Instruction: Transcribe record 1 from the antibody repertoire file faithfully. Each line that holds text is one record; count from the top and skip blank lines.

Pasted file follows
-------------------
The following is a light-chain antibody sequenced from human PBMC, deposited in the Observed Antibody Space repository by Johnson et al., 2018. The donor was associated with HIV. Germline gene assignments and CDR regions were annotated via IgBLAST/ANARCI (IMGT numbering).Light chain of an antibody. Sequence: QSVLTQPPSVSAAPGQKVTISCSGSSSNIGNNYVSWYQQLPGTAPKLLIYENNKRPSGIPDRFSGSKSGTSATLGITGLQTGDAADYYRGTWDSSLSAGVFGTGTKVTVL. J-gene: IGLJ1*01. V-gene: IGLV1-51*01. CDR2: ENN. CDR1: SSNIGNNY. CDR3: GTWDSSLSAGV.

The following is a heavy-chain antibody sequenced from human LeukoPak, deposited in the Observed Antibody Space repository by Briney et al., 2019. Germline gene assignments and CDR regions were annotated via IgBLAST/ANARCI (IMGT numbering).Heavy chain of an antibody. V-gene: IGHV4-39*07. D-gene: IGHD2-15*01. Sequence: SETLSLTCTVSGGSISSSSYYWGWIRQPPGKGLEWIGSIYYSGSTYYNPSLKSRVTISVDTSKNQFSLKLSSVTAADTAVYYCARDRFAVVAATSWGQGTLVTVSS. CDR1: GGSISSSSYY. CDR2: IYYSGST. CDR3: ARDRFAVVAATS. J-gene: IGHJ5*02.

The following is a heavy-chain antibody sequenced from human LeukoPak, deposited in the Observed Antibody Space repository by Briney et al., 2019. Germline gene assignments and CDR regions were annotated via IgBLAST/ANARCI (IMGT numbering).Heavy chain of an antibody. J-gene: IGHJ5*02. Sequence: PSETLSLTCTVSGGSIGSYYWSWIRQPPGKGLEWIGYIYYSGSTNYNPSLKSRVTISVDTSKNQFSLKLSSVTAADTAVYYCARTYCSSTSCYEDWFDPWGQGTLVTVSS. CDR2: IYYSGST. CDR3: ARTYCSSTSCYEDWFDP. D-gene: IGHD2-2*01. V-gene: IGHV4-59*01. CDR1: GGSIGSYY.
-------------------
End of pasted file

The following is a light-chain antibody sequenced from human PBMC, deposited in the Observed Antibody Space repository by Johnson et al., 2018. The donor was associated with HIV. Germline gene assignments and CDR regions were annotated via IgBLAST/ANARCI (IMGT numbering).Light chain of an antibody. Sequence: QSVLTQPPSVSAAPGQKVTISCSGSSSNIGNNYVSWYQQLPGTAPKLLIYENNKRPSGIPDRFSGSKSGTSATLGITGLQTGDAADYYRGTWDSSLSAGVFGTGTKVTVL. J-gene: IGLJ1*01. V-gene: IGLV1-51*01. CDR2: ENN. CDR1: SSNIGNNY. CDR3: GTWDSSLSAGV.